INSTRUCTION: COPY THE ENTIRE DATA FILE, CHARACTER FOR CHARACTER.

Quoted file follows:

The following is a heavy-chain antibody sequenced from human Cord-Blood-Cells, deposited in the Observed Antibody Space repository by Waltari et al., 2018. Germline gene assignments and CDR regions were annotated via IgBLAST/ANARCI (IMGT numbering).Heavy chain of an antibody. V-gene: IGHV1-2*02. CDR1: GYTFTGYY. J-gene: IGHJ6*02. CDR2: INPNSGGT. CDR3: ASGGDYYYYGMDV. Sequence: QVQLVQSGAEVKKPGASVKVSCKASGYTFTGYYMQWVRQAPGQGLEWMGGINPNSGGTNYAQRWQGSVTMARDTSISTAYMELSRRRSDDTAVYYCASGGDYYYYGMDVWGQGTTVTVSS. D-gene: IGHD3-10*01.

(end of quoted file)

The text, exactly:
The following is a heavy-chain antibody sequenced from human Cord-Blood-Cells, deposited in the Observed Antibody Space repository by Waltari et al., 2018. Germline gene assignments and CDR regions were annotated via IgBLAST/ANARCI (IMGT numbering).Heavy chain of an antibody. V-gene: IGHV1-2*02. CDR1: GYTFTGYY. J-gene: IGHJ6*02. CDR2: INPNSGGT. CDR3: ASGGDYYYYGMDV. Sequence: QVQLVQSGAEVKKPGASVKVSCKASGYTFTGYYMQWVRQAPGQGLEWMGGINPNSGGTNYAQRWQGSVTMARDTSISTAYMELSRRRSDDTAVYYCASGGDYYYYGMDVWGQGTTVTVSS. D-gene: IGHD3-10*01.